Learn, share and grow: Power of outdoor learning at Stanley Park

A trip to visit Stanley Park has become an annual event for my Biology 11 course. This year, the trip was timed so that we could attend not only the Vancouver Aquarium, but also the fabulous intertidal zone exposed during the afternoon.  We have to wait for a time when the tide is low on a school day during school hours. The wait was worth it – it was a great way to connect the material we study in the classroom to our local environment.

Students are always more engaged when they have a personal connection – seeing things with their own eyes, or, even better, touching specimens.  The reality of using your own sense, rather than the filter of technology or print, is much more engaging.  A live specimen that you can touch makes a stronger memory than anything presented through digital or print media.  To make it more lasting, students often use their cell phone cameras to snap photos, and share with friends.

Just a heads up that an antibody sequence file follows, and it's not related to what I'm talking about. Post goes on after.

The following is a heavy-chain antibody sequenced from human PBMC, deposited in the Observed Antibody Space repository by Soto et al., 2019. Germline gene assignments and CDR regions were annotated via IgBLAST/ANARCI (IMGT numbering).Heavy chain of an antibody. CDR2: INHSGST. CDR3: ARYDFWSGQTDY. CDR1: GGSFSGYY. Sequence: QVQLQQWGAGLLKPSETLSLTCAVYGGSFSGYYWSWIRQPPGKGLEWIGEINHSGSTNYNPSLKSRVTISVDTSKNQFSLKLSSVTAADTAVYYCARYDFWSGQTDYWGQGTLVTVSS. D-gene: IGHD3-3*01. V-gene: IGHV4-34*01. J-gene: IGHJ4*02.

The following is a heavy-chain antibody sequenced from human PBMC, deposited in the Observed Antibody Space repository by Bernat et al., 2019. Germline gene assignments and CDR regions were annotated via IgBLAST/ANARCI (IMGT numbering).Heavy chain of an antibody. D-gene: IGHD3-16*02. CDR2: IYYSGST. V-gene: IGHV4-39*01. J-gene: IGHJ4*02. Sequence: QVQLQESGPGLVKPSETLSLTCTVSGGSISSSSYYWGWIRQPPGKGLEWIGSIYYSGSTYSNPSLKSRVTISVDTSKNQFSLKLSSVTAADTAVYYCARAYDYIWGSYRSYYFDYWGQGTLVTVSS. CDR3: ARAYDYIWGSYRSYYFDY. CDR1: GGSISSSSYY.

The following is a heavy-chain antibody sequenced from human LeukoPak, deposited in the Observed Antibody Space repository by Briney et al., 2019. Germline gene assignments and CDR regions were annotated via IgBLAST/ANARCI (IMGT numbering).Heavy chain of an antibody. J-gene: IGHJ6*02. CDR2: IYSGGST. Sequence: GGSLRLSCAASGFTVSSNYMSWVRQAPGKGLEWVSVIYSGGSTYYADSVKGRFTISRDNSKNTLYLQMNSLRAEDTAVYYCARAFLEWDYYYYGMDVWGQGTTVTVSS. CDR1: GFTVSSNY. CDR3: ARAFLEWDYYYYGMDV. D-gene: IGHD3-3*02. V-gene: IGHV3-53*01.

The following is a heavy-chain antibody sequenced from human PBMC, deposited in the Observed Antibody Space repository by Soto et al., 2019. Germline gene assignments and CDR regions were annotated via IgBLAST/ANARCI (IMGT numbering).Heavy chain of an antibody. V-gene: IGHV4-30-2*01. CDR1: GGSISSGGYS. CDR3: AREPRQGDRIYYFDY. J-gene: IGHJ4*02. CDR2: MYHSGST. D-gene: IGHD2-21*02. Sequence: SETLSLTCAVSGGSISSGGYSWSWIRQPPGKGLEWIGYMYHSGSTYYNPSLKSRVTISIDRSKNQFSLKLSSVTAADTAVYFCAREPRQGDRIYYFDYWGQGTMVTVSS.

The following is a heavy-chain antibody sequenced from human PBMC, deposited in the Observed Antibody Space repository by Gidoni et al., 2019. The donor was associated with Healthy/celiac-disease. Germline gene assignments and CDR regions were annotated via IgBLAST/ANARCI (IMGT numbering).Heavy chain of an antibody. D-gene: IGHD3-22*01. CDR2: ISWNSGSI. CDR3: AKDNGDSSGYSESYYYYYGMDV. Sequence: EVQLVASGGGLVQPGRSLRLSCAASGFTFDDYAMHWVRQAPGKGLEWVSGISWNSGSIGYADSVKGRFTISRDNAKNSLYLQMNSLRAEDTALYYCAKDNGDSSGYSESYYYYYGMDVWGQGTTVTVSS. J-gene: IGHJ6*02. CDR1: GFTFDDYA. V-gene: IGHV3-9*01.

I’ve always seen scientific knowledge as a doorway to feeling more connected to the world we are part of.  The more we understand the phenomena around us, the more we recognize the organisms we share our environment with, and the more likely we are to feel a sense of stewardship.  I want my students to feel connected to the natural world around us.  (We are “the Natural Place to Learn”.)  If they feel connected and have respect for our local environment they will become better citizens, both locally, and globally.

It terms of what I have learned for my professional practice as a teacher from this annual field trip:

My first lesson was – don’t offer it at the end of the school year, or you’ll have poor attendance!  I’ve also learned that no matter how wonderful I think the Vancouver Aquarium and intertidal zone are, some students will be uninterested.  You can lead a horse to water….. It’s always interesting to observe my students away from the classroom.  I love to see them enjoying themselves, and see that ‘inner child’ allowed to come out to play, and to express joy and wonder.


Written by Laurie Louwe, Teacher, Carson Graham Secondary

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